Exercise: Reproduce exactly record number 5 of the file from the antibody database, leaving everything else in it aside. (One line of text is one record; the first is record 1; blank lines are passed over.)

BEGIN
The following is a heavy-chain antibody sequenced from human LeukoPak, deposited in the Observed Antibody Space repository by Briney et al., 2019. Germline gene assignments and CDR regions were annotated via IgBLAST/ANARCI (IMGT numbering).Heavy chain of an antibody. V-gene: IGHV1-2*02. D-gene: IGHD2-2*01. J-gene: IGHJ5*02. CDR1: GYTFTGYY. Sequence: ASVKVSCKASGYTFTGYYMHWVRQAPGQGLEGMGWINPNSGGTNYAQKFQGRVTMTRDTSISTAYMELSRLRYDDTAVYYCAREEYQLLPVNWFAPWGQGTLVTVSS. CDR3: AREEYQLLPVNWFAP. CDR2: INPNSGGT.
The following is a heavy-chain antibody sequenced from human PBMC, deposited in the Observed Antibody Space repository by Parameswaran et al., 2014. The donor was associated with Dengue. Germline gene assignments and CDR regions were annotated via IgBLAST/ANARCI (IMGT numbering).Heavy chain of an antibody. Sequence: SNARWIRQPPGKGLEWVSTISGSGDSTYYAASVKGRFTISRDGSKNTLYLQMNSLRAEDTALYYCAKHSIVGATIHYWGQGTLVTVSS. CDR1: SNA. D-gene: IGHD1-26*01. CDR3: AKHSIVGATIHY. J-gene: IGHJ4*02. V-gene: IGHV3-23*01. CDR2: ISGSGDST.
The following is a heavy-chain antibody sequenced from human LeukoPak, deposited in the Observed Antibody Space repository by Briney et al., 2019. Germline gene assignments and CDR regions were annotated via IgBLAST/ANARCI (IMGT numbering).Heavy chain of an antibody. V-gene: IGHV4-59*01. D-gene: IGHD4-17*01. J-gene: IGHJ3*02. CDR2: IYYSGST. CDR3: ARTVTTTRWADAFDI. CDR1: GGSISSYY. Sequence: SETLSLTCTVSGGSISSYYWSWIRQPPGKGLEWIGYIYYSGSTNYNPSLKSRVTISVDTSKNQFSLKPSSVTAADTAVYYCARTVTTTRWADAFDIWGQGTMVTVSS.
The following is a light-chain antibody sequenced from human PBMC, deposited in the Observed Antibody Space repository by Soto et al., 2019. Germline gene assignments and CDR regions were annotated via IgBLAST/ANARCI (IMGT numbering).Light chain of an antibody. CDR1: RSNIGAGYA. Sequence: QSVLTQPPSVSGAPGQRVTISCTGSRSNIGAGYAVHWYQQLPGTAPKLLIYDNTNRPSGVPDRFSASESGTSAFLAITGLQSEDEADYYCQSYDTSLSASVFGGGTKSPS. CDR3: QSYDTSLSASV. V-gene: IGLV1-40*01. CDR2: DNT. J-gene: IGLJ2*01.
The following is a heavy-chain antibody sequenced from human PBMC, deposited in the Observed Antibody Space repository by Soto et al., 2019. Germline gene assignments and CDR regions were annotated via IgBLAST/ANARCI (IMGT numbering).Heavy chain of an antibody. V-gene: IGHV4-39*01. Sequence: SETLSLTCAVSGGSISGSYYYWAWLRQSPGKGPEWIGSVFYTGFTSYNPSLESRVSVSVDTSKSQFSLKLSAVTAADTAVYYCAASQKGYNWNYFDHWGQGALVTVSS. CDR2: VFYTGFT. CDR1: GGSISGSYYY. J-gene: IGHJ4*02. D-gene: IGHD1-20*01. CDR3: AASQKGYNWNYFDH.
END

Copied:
The following is a heavy-chain antibody sequenced from human PBMC, deposited in the Observed Antibody Space repository by Soto et al., 2019. Germline gene assignments and CDR regions were annotated via IgBLAST/ANARCI (IMGT numbering).Heavy chain of an antibody. V-gene: IGHV4-39*01. Sequence: SETLSLTCAVSGGSISGSYYYWAWLRQSPGKGPEWIGSVFYTGFTSYNPSLESRVSVSVDTSKSQFSLKLSAVTAADTAVYYCAASQKGYNWNYFDHWGQGALVTVSS. CDR2: VFYTGFT. CDR1: GGSISGSYYY. J-gene: IGHJ4*02. D-gene: IGHD1-20*01. CDR3: AASQKGYNWNYFDH.